Mriganka Sur has made some of the most convincing demonstrations to date of the role of experience in wiring the developing brain. When he re-routed the optic nerve to the auditory cortex in newborn ferrets, the cells of the cortex organised themselves like visual neurons and began to respond to visual information.
The goal of Mriganka’s lab is to discover how far the genes direct connectivity in advance, and how far it is regulated by sensory inputs. His work shows that although genes specify a scaffold of distinct brain regions, the detailed wiring of the cortex depends on electrical activity stimulated by touch, vision, hearing and so on.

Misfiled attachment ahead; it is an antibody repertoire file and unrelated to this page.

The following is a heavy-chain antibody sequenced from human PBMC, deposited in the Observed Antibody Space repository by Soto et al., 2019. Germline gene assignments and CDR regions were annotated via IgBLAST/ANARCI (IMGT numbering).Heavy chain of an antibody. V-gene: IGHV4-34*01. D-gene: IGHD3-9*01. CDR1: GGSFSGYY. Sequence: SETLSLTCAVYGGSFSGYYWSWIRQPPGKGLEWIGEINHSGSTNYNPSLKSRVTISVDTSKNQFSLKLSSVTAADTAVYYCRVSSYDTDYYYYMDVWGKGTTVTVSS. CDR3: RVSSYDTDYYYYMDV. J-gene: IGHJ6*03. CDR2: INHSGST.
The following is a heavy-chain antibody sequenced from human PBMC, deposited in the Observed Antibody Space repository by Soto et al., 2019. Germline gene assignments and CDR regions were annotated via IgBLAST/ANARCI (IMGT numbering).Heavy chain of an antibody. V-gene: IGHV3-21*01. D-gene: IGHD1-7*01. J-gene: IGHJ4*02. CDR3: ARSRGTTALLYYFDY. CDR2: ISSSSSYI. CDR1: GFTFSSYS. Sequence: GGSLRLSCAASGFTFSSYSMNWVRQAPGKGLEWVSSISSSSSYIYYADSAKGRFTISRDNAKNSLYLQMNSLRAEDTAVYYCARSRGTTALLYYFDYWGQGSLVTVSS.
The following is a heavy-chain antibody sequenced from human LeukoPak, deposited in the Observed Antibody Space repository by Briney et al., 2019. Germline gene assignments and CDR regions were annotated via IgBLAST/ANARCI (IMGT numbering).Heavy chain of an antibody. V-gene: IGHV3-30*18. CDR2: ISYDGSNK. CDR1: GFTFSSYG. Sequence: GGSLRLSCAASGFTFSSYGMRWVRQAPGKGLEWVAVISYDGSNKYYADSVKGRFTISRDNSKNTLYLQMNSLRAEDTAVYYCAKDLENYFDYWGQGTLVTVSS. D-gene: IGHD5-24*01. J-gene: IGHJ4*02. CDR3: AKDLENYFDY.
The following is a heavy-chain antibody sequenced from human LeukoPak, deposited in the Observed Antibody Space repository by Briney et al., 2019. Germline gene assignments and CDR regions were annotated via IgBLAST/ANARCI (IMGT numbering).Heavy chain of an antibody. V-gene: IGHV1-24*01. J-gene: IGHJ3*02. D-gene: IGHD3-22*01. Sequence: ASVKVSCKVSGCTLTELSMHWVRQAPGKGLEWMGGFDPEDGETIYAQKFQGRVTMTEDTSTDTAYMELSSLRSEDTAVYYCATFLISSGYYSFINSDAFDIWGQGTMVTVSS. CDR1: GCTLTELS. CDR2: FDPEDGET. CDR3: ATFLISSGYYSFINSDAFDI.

Mriganka has used high-resolution microscopy to investigate the molecular basis of cortical organisation. This has the potential to lead to treatments for brain damage or neurological disease: already one agent has reached clinical trials as a pharmacological treatment for children with a form of autism known as Rett’s syndrome.
Interest and expertise
Anatomy, physiology and neurosciences
Animal (especially mammalian) and human physiology and anatomy (non-clinical), Physiology incl biophysics of cells (non-clinical), Cellular neuroscience